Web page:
Vol.5 No.8C(2013), Article ID:36220,10 pages DOI:10.4236/health.2013.58A3015
Obesity communication among patients by health professionals: Findings from the Weight Care Project*
1School of Communication, University of Ulster, Shore Road, Newtownabbey, Northern Ireland; #Corresponding Author: firstname.lastname@example.org
2School of Nursing, University of Ulster, Coleraine, Northern Ireland/Western Health and Social Care Trust, Londonderry, Northern Ireland
3Northern Ireland Centre for Food and Health, School of Biomedical Sciences, University of Ulster, Coleraine, Northern Ireland
4Department of Health Promotion, National University of Ireland, Galway, Galway Republic of Ireland
5School of Nursing, National University of Ireland, Galway, Galway Republic of Ireland
Copyright © 2013 S. Anne Moorhead et al. This is an open access article distributed under the Creative Commons Attribution License, which permits unrestricted use, distribution, and reproduction in any medium, provided the original work is properly cited.
Received 13 June 2013; revised 15 July 2013; accepted 1 August 2013
Keywords: Obesity; Communication; Health Professionals; Patients
Obesity is on the increase worldwide and is a major global public health problem. In an increasingly obesogenic environment, it’s important that health professionals are equipped to identify and address obesity issues within their clinical practice. As part of the Weight Care Project, the aim of this study was to explore the obesity-related communication issues for primary care and community-based health professionals. The study design was a quantitative survey, which was completed by 382 primary care and community-based health professionals across Northern Ireland and Republic of Ireland working with adults and children. Key findings included that the majority of the health professionals (86%) recognized having a role in giving obesity advice, acknowledged that in clinical practice communication of obesity messages is both complex and challenging (81%), and reported difficulty in sensitively addressing obesity issues (27%). The health professionals surveyed stated that they communicate obesity messages to their patients using a range of different methods, mainly verbally to individuals, leaflets and factsheets. Numerous benefits of communicating obesity messages were reported; the main one was interacting with patients to build trust. Identified barriers to commu- nication were: limited time in patient consultations, restricted access to appropriate information, and not sure where to access appropriate resources. Communication needed be reported by the health professionals included provision of greater resources, more information on obesity management and prevention, followed by health communication training, and clear and consistent messages. Significant differences were observed, including significantly much younger health professionals considered their role to provide obesity advice (P = 0.025). It is clear from this study that health professionals view as important the need to be given information on “what” and “how” to communicate with their patients on obesity. This study highlights that health professionals need continued support to enable them to effectively address weight-related issues in a sensitive manner that is acceptable to the patient.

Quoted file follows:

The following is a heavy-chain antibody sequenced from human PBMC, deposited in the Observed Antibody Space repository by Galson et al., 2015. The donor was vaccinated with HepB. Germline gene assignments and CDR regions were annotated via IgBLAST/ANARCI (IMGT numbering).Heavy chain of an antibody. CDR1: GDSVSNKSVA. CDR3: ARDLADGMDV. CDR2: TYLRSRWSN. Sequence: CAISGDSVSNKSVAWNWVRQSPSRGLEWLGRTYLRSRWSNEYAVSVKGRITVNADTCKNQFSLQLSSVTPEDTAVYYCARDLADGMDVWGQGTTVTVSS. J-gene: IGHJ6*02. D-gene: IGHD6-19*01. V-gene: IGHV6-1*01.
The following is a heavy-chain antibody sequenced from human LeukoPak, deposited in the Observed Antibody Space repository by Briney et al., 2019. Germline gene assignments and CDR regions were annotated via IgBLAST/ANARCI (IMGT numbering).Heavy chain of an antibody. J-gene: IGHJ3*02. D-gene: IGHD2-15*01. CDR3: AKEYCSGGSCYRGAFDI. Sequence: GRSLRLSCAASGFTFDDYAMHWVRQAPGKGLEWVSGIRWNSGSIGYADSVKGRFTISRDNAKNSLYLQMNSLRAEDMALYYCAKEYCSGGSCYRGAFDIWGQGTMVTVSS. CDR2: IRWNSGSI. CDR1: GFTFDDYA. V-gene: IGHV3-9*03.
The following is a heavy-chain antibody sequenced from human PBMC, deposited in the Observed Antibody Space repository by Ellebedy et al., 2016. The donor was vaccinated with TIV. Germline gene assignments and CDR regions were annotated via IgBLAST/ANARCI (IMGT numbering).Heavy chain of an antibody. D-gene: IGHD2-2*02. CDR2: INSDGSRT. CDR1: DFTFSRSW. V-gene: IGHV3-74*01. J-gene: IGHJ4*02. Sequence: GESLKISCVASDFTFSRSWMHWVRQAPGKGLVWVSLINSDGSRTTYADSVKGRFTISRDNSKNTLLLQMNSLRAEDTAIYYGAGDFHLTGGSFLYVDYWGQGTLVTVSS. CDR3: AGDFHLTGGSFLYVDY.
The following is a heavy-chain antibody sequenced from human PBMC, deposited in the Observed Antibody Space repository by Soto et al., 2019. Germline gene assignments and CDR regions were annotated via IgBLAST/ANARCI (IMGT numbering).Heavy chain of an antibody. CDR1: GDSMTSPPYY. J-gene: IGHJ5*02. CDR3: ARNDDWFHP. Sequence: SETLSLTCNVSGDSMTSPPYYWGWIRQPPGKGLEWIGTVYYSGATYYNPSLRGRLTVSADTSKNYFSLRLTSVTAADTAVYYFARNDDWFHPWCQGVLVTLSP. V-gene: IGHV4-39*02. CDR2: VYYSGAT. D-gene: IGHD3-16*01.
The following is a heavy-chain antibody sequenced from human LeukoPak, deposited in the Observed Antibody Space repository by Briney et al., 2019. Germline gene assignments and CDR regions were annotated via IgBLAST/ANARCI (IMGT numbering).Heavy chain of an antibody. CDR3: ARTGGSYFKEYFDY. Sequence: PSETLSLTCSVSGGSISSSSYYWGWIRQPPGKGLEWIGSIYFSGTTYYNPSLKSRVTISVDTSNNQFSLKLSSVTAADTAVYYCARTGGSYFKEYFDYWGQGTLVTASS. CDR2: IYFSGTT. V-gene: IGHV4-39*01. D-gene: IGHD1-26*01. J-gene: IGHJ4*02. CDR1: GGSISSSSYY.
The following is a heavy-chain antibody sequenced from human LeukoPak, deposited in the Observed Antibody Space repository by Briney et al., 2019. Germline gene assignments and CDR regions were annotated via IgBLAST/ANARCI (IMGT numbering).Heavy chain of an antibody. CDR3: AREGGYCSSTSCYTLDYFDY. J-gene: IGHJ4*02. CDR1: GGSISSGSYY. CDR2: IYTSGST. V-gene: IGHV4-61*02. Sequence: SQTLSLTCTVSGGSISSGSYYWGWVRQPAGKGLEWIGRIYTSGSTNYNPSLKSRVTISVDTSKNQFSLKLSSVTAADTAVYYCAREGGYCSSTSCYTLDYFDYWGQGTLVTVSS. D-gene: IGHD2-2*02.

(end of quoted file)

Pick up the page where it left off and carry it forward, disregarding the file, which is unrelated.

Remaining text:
Obesity represents a major public health problem worldwide, and causes are widely recognized as multifactorial, including individual choice and lifestyle (mainly diet and physical activity) along with environmental influences [1,2]. Prevalence of obesity globally has increased and nearly doubled since 1980, with 65% of the world’s population residing in countries where mortality rates are higher due to overweight/obesity than underweight. Obesity has reached epidemic proportions globally, with at least 2.8 million people dying each year as a result of being overweight or obese; however, it is preventable .
Public education on weight management is a shared responsibility, and there is a need to raise public awareness of obesity and its health-related consequences . The current information on diet and nutrition is complex and often confusing to the public . As health professionals are in contact with patients, they have opportunities to communicate effective obesity messages and to discuss any weight management issues with their patients. There is evidence to support a role for primary healthcare professionals in the management of obesity and overweight . In addition, a recent study reported that practice nurses within primary care have confidence in their own communication skills and ability to build rapport with patients .